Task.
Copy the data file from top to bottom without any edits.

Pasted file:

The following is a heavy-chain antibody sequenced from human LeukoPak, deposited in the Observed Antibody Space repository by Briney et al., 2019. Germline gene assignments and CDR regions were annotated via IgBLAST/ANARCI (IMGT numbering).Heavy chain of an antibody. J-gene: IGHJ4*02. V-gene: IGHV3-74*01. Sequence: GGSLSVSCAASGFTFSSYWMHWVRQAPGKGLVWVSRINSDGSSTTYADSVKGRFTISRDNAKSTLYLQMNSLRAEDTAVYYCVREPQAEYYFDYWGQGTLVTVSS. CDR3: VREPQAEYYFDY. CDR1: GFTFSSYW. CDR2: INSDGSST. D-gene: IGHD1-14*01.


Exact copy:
The following is a heavy-chain antibody sequenced from human LeukoPak, deposited in the Observed Antibody Space repository by Briney et al., 2019. Germline gene assignments and CDR regions were annotated via IgBLAST/ANARCI (IMGT numbering).Heavy chain of an antibody. J-gene: IGHJ4*02. V-gene: IGHV3-74*01. Sequence: GGSLSVSCAASGFTFSSYWMHWVRQAPGKGLVWVSRINSDGSSTTYADSVKGRFTISRDNAKSTLYLQMNSLRAEDTAVYYCVREPQAEYYFDYWGQGTLVTVSS. CDR3: VREPQAEYYFDY. CDR1: GFTFSSYW. CDR2: INSDGSST. D-gene: IGHD1-14*01.